Don’t tell him, Fullelove!

Sorry for the brief hiatus, folks – been  a bit busy at work and last night I was so tired I fell asleep at the computer… anyway, back to it 🙂

Here’s a great bit of local history from Reg ‘Arereg’ Fullelove who’s been as generous as ever with his collection of local ephemera, memories and time – Reg really is a joy to have contributing to the blog.

Last week, the young David Evans spent an afternoon of tea, cake and conversation with Reg, who remembers his father David Fullelove being a member of the Local Defence Volunteers. The LDV later evolved into the Home Guard.

Whilst it’s easy to think of these volunteers as being somewhat comical in light of Dad’s Army (and indeed, I borrow from the wonderful Croft and Perry for the title), this was a deathly serious force that we were only a hair’s breadth from relying on to protect us.

These were dedicated men who selflessly answered the call and were ready to come to the aid of their community and fight if necessary.

Material on the local home guard is notoriously thin, but the great site for the Staffordshire and Aldridge Home Guard remains a treasure trove of material. Reg has kindly donated the following photos, and hopes we can fill in the blanks.

You know what to do folks: please help if you can! Comment here, or BrownhillsBob at Googlemail dot com. Thanks.

Huge gratitude as ever to David and Reg, without whom this rambling enterprise really wouldn’t be what it is.

David wrote:

Over a cup of tea and a chat with local legend Reg Fullelove, who kindly donated the marvellous film of the 1934 Brownhills Carnaval , I was shown this image…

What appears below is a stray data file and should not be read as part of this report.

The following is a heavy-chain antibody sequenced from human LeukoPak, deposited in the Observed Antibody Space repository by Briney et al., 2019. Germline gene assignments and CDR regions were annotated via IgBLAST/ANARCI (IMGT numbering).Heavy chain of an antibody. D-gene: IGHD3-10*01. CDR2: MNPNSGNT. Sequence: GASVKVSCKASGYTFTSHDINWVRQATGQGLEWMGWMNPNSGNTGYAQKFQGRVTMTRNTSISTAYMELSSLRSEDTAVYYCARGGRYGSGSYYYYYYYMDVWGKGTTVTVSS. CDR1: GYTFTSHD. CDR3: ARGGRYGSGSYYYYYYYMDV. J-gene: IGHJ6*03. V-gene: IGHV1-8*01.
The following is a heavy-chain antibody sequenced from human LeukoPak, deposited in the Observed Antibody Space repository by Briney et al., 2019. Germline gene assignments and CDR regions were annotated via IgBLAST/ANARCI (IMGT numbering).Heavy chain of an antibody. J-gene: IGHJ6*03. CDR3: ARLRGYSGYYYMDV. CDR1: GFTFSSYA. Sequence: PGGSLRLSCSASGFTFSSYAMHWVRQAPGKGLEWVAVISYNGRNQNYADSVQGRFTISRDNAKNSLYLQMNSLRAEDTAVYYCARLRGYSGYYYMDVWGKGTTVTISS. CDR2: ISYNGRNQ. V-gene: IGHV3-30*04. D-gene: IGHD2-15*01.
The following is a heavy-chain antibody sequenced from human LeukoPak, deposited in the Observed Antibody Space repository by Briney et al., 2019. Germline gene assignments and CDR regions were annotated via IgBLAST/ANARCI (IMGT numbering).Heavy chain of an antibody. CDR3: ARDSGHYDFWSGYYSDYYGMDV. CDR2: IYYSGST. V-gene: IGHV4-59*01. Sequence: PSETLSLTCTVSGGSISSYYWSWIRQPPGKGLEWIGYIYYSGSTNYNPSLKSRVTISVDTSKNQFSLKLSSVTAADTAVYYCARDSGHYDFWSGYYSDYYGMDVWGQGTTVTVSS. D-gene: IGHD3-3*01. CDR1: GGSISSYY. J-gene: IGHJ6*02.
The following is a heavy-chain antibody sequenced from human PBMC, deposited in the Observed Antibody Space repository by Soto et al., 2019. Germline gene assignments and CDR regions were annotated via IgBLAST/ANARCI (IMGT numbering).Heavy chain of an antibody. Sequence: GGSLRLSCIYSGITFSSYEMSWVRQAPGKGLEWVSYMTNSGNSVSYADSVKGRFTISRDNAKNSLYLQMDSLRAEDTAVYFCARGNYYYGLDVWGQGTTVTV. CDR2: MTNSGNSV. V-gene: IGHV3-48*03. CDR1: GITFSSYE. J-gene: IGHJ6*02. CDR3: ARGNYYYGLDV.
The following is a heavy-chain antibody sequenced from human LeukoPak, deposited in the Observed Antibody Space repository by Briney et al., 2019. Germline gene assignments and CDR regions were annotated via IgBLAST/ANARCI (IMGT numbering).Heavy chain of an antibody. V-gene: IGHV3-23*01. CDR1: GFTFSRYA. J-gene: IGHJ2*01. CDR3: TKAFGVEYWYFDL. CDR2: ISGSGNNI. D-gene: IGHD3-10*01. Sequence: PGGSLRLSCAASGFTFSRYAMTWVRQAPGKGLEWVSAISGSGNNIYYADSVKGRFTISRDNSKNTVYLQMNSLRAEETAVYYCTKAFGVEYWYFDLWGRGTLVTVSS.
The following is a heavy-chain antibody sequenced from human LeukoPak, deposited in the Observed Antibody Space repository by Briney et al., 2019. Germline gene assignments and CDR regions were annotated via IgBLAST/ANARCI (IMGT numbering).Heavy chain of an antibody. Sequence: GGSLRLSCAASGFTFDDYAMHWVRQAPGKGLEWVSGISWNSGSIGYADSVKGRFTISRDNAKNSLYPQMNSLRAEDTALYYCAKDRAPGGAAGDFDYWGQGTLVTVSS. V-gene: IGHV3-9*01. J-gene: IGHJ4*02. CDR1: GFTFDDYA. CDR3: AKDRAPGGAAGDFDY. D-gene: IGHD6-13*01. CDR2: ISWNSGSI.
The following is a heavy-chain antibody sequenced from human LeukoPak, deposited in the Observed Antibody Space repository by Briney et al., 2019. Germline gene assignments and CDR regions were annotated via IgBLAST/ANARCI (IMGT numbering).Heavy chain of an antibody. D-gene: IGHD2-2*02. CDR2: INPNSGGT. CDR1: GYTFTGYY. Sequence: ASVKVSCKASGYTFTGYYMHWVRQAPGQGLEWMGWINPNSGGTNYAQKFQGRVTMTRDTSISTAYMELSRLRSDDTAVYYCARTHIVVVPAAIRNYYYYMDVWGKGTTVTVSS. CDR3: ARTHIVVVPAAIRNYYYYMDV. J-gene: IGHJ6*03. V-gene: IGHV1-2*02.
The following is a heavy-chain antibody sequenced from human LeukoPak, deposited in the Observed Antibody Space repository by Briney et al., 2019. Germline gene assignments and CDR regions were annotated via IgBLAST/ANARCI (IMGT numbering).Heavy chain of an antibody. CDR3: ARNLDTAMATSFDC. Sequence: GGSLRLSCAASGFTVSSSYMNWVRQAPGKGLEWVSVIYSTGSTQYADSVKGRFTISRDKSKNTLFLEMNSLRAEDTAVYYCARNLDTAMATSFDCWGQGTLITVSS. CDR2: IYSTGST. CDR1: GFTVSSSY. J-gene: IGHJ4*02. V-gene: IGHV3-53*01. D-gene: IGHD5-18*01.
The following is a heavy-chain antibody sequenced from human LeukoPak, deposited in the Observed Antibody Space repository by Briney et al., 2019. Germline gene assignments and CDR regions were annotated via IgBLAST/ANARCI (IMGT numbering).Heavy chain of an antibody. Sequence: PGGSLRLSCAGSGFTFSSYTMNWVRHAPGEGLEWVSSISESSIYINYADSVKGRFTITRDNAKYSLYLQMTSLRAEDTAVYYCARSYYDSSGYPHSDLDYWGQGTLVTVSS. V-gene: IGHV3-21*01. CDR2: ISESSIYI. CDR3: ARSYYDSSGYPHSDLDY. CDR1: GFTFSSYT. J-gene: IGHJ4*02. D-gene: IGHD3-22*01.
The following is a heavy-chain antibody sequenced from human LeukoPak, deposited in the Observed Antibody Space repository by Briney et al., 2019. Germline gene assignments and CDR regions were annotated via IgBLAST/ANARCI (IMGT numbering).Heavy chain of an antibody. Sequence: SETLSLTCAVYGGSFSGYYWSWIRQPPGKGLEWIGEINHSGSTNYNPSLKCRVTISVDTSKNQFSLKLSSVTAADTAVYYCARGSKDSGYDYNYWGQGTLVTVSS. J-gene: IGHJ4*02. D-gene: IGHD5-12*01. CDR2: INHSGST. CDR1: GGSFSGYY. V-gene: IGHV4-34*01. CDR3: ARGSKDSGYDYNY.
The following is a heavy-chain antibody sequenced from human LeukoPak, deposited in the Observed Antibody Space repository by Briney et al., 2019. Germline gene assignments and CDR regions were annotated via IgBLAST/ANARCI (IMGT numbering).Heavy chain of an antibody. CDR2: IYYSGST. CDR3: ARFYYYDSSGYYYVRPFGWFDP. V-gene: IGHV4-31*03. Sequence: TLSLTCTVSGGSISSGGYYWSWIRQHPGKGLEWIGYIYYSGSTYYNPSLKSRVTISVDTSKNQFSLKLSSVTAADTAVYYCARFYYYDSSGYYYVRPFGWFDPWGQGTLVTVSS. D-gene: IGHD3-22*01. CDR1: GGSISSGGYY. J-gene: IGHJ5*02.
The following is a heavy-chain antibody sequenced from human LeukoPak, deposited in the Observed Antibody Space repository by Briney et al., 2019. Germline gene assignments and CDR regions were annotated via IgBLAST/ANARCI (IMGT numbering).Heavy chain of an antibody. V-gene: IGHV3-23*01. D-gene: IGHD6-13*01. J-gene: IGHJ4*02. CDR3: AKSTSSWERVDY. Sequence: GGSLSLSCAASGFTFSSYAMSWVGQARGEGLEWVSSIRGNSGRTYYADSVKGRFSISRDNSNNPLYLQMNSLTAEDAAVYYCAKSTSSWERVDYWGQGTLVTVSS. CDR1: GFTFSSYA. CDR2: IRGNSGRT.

image001

A fine group of men. Image kindly supplied by Reg Fullelove, via David vans.

These good men are the Brownhills Local Defence Volunteers, the precursor of the Brownhills Home Guard.

Reg was able to name some of the people:
Front row from the left – Mr. Maddox, Mr. Mason, Len Sadler, Norman Wayne [Possibly Norman Waine, the Councillor? – Bob], Fred Bowen, Mr. Yewall and one other gentleman.

Second row – second from the left is Reg’s father, David Fullelove (connected with the memorial Hall in Lichfield Road for many years).

Back row, from the left – Edgar Pritchard, third from the left is Jack Brewe and fourth from the left is Fred Heath.

Reg even has his father’s arm bands..

I wonder if readers can help to name the other members of the 1939 Brownhills Home Guard platoon, please?

image003

The mark of safety. Image generously supplied by Reg Fullelove via David Evans.

I would like to thank Reg Fullelove BEM, for his generosity and help in preserving another part of our local history in this way.

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9 Responses to Don’t tell him, Fullelove!

  1. Pedro says:

    17 March 1939…

    ARP badges and certificates presented to more than 300 in the B’hills Urban area…the chair was taken by Major G Dobson ARP Officer…made particular mention of Mr Norman Waine, Clerk of the Council…

    ….Musical items by Messrs Raymond Cliff, D Fullelove, H Peackock, GE Fullelove and Mrs Willetts, with S Seedhouse as accompanist, added to the pleasure of the evening.

  2. aerreg says:

    MANY THANKS FOR YOUR COMMENTS THATS WHAT FELLOWSHIP IS ALL ABOUT AND YOU HAVE SHARED SO MUTCH WITH ME THE DOOR IS ALWAYS OPEN IF I CAN HELP IN HUMORE TO PEDRO THE LDV MOTTO WAS LOOK DUCK AND VANISH THEY DONT LIKE IT UP UM GOD BLESS YOU ALL

  3. aerreg says:

    just had another memory teaser who remembers the welcome home fund after the war an apeall went out for the names of soldiers sailors and airmen who served during the war in the brownhills area funds were raised and each one was presented with an ilumeunated excuse spelling certificate and ten bob come on grandads un great grandads have you still got yours my memory as a lad was going to the police station up church hill to put the money in over night in a cell for saftey we took it in george jones studybaker car it was posh again my dad dave was secretary you keep on stiring my grey matter blessyou